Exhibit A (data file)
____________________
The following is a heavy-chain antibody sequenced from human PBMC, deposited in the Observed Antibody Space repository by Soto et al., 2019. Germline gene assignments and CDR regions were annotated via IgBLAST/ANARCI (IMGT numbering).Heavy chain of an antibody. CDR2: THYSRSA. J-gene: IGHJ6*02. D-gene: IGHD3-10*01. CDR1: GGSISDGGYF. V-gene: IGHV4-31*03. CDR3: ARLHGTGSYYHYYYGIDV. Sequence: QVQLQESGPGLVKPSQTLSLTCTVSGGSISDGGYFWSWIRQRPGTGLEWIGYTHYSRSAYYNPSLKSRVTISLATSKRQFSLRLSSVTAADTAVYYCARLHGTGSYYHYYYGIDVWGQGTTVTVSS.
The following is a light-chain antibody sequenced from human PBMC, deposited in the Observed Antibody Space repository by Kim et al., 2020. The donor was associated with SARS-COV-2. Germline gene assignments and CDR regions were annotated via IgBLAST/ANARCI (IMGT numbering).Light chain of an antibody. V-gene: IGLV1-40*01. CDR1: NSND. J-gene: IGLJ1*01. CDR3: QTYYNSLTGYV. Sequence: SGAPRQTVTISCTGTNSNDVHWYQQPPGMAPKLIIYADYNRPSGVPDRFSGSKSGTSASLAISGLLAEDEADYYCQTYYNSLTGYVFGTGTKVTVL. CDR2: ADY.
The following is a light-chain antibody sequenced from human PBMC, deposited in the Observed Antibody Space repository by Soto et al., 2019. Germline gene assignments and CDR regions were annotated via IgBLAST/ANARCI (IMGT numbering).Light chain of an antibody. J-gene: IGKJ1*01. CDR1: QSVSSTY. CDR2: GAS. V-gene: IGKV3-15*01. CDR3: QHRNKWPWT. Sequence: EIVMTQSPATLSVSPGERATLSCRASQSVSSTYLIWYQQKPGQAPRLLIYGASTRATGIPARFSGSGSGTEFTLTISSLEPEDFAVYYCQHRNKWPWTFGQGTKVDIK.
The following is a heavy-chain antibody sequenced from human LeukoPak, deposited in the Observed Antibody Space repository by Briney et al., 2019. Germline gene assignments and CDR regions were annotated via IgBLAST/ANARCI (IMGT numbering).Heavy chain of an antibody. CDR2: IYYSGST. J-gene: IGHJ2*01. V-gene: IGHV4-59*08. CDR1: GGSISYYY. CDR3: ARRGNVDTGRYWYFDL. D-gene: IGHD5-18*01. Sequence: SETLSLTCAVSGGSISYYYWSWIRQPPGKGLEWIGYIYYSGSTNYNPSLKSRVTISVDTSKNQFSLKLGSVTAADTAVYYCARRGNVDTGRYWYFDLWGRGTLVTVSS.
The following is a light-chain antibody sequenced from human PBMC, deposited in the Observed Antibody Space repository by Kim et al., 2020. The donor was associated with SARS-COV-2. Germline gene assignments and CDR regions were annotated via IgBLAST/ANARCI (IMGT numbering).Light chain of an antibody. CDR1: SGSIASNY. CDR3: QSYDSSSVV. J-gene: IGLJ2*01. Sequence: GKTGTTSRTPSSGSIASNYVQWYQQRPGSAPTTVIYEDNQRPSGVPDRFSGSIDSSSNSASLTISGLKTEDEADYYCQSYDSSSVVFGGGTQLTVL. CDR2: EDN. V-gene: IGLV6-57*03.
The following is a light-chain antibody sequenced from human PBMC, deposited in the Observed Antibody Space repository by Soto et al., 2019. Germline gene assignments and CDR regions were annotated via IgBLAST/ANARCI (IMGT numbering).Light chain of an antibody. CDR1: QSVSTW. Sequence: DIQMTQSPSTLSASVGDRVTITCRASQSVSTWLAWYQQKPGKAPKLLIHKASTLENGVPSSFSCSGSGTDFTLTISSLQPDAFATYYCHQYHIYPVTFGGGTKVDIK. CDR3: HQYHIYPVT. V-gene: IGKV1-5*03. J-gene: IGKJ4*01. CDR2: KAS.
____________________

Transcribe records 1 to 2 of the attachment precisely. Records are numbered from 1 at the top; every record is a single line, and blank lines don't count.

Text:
The following is a heavy-chain antibody sequenced from human PBMC, deposited in the Observed Antibody Space repository by Soto et al., 2019. Germline gene assignments and CDR regions were annotated via IgBLAST/ANARCI (IMGT numbering).Heavy chain of an antibody. CDR2: THYSRSA. J-gene: IGHJ6*02. D-gene: IGHD3-10*01. CDR1: GGSISDGGYF. V-gene: IGHV4-31*03. CDR3: ARLHGTGSYYHYYYGIDV. Sequence: QVQLQESGPGLVKPSQTLSLTCTVSGGSISDGGYFWSWIRQRPGTGLEWIGYTHYSRSAYYNPSLKSRVTISLATSKRQFSLRLSSVTAADTAVYYCARLHGTGSYYHYYYGIDVWGQGTTVTVSS.
The following is a light-chain antibody sequenced from human PBMC, deposited in the Observed Antibody Space repository by Kim et al., 2020. The donor was associated with SARS-COV-2. Germline gene assignments and CDR regions were annotated via IgBLAST/ANARCI (IMGT numbering).Light chain of an antibody. V-gene: IGLV1-40*01. CDR1: NSND. J-gene: IGLJ1*01. CDR3: QTYYNSLTGYV. Sequence: SGAPRQTVTISCTGTNSNDVHWYQQPPGMAPKLIIYADYNRPSGVPDRFSGSKSGTSASLAISGLLAEDEADYYCQTYYNSLTGYVFGTGTKVTVL. CDR2: ADY.